Arbitration has been an alternative to litigation for decades. Some businesses even mandate arbitration for conflict resolution by including special clauses in their contracts. They include terms in customer or employee contracts that force parties to attempt arbitration before a disagreement can go to court.
People sometimes oversimplify the arbitration process and may refer to it as a private judicial proceeding. Some people refer to arbitrators as private judges. These neutral third parties play a crucial role in an attempt to settle a major dispute outside of the legal system. In some cases, the courts themselves may recommend that those embroiled in a dispute attend non-binding arbitration before a hearing in open court.
Arbitrators do not have the authority of a judge
An arbitrator can make important suggestions about resolving a conflict, but they do not have the same authority to decide matters as judges do when litigation is playing out. The requirements for arbitrators typically include formal legal training if not licensing as an attorney. Many arbitrators are lawyers, and some of them are retired judges. However, they do not have the same authority as a judge during arbitration.
An arbitrator needs to understand the law and must also be able to remain neutral when evaluating a situation. To a certain degree, the arbitration process is similar to litigation. Both sides have an opportunity to present evidence and testimony from witnesses or experts. They may develop their claims based on their understanding of Florida state law.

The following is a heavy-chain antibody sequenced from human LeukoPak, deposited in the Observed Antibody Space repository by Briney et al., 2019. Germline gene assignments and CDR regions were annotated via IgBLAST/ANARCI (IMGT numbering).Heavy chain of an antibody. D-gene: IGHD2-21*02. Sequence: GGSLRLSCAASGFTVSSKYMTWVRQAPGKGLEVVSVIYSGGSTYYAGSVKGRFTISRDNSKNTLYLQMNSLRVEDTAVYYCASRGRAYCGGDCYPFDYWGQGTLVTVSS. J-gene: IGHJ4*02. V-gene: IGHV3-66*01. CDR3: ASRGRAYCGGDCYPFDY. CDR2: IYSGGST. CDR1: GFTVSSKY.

The arbitrator must hear both sides of the situation and then determine what is appropriate or fair. Arbitrators can help resolve disputes about employment contracts and disagreements between clients and construction firms. Still, they do not have the same authority that a judge does.
An arbitrator cannot compel one party into certain actions. Even in binding arbitration, the decision reached or the agreement signed would still likely require court involvement for legal enforcement. An arbitrator can help uncover details about a case and suggest an appropriate resolution. Their decision may reflect what would likely be the outcome of litigation where a judge hears the same case.
It is crucial that people understand that an arbitrator is not the same thing as a judge. Parties embroiled in a dispute who successfully complete arbitration may resolve their disagreement without ever needing to go to court. Considering alternative dispute resolution options may help people settle a disagreement without involving a judge.